- Special Preferences for Certain Providers.The bipartisan infrastructure law requires NTIA to “distribute the funds in an equitable and nondiscriminatory manner” and to focus assessments of participating providers on their substantive qualifications. Instead, the NOFO favors certain bidders for reasons unrelated to capability or performance. For example, it requires that Final Proposals include a description of efforts undertaken by states to ensure the participation of “non-traditional broadband providers.” These preferences will deter state broadband offices from selecting the provider that is best equipped to deliver broadband to unserved and underserved households. The Senators are urging NTIA to remove these preferences from the NOFO.
- BEAD and Digital Equity Participation.The NOFO implies that states that do not choose to participate in the Digital Equity Program could be disadvantaged in their BEAD grant applications. To provide greater certainty to states and better conform to the law, the Senators are urging NTIA to revise the NOFO to clarify that a state’s participation in one of these programs will not affect participation in the other.
- Workforce Preferences.Many of the specific workforce-related obligations set out in the NOFO erect considerable roadblocks to ensuring swift deployment of broadband access to all Americans. For example, the NOFO authorizes states to prefer or even mandate a provider’s use of a “directly employed workforce,” as opposed to using contractors and subcontractors. Consequently, the NOFO risks exacerbating the current labor shortage by making it even harder for participating providers to find and employ workers who are not only capable of doing the job but also satisfy these additional extraneous requirements. The Senators are urging NTIA to eliminate those workforce obligations and preferences that could have this deleterious effect.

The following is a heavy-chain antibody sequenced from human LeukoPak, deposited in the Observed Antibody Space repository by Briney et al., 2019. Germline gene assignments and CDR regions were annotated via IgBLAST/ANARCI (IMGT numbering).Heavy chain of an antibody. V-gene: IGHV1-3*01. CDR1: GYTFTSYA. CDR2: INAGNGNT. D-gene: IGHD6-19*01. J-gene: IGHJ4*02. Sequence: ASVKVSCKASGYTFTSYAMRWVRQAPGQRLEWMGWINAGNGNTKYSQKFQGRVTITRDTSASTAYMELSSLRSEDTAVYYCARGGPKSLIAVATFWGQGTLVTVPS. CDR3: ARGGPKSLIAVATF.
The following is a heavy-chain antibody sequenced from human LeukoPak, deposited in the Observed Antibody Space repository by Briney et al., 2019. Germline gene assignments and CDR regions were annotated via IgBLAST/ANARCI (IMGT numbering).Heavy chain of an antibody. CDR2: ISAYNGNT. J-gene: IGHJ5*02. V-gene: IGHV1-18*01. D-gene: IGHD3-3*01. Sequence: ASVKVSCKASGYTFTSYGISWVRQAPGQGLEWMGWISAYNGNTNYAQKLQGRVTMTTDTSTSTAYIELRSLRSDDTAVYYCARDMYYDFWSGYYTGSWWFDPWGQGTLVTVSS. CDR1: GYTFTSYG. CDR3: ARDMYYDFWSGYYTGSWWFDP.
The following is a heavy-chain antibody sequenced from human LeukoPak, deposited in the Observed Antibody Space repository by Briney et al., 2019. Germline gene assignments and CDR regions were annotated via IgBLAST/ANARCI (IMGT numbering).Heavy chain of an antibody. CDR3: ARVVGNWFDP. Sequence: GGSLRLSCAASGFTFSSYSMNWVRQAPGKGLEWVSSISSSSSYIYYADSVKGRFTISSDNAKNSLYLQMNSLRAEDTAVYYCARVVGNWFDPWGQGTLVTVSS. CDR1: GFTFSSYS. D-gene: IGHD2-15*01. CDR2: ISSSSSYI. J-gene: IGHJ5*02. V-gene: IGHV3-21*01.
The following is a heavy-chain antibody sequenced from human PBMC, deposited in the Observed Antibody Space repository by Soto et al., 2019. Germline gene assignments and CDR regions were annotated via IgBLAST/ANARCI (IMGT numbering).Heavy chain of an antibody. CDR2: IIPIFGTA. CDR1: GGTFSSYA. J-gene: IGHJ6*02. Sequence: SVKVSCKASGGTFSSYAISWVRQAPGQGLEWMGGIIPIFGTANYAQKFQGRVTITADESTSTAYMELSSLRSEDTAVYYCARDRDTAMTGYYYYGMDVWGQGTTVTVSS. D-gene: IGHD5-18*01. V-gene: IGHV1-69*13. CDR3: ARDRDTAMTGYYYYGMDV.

- Middle Mile Deployment.The NOFO requires participating service providers in the BEAD program to accommodate requests for interconnection outside of the planned deployment of such projects even though the bipartisan infrastructure law includes the separate middle mile grant program to meet these interconnection needs. This requirement is unnecessary and will discourage deployment of broadband service to unserved and underserved locations, which is why the Senators are urging NTIA to remove it.
- Unnecessary Burdens in the NTIA Review Process.The NOFO creates a complex, nine-step, “iterative” structure and review process that is likely to mire state broadband offices in excessive bureaucracy and delay connecting unserved and underserved Americans as quickly as possible. For example, the planning sections on climate resiliency and system hardening for the useful life of the fiber contain multiple layers of research, reporting, and justification that are typically well beyond the focus or expertise of state broadband offices. The Senators are urging NTIA to remove any non-essential bidding processes and research and reporting requirements, and instead focus on rules that prioritize swift review and deployment.
In addition to Senators Romney, Collins, and Portman, the letter was signed by Senators Roger Wicker (R-MS), James Risch (R-ID), Mike Crapo (R-ID), Chuck Grassley (R-IA), Thom Tillis (R-NC), Deb Fischer (R-NE), Kevin Cramer (R-ND), Richard Burr (R-NC), Bill Cassidy (R-LA), Roy Blunt (R-MO). The full text of the letter can be found here.